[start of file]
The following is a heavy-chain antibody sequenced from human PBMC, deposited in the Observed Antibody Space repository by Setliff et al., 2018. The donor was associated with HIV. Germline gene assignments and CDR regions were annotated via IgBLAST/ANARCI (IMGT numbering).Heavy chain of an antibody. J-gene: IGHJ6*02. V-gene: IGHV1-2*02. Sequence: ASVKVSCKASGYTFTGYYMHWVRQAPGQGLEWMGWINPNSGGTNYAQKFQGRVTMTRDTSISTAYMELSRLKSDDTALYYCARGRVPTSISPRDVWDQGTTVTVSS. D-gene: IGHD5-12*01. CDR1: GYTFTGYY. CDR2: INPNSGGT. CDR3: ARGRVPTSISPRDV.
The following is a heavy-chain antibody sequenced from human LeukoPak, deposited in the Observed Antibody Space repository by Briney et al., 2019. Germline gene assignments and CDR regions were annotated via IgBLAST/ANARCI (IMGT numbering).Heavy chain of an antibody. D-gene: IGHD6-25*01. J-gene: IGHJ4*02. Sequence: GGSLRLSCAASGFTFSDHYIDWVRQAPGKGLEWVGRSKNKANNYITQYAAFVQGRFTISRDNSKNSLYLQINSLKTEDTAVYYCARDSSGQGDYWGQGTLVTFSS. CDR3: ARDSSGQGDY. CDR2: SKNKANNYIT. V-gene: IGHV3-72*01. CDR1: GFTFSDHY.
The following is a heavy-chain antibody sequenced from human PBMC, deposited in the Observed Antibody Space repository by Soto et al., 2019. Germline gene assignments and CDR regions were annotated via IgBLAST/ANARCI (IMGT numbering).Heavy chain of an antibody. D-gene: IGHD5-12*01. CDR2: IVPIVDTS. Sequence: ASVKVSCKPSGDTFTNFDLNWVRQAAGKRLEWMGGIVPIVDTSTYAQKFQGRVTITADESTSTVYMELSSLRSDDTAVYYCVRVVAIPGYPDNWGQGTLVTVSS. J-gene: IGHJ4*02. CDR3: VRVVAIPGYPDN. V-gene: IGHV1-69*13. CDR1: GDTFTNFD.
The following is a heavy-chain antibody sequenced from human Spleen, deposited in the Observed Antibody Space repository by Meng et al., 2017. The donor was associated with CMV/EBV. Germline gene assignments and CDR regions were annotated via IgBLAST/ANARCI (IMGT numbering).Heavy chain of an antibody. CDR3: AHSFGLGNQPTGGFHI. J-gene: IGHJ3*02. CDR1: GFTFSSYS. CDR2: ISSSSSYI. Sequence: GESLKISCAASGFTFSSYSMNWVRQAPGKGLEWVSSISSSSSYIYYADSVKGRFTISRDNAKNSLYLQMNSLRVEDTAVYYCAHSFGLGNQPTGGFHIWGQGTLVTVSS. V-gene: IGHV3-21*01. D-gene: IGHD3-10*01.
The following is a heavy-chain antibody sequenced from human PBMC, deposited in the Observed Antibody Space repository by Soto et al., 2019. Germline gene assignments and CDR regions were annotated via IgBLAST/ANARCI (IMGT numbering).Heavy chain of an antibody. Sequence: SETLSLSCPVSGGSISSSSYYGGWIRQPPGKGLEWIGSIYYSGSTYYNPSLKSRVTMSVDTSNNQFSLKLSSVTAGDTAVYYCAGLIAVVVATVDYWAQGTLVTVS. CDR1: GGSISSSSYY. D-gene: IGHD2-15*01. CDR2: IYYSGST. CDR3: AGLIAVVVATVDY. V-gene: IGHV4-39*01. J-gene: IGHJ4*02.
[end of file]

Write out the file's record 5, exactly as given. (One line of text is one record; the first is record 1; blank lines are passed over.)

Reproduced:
The following is a heavy-chain antibody sequenced from human PBMC, deposited in the Observed Antibody Space repository by Soto et al., 2019. Germline gene assignments and CDR regions were annotated via IgBLAST/ANARCI (IMGT numbering).Heavy chain of an antibody. Sequence: SETLSLSCPVSGGSISSSSYYGGWIRQPPGKGLEWIGSIYYSGSTYYNPSLKSRVTMSVDTSNNQFSLKLSSVTAGDTAVYYCAGLIAVVVATVDYWAQGTLVTVS. CDR1: GGSISSSSYY. D-gene: IGHD2-15*01. CDR2: IYYSGST. CDR3: AGLIAVVVATVDY. V-gene: IGHV4-39*01. J-gene: IGHJ4*02.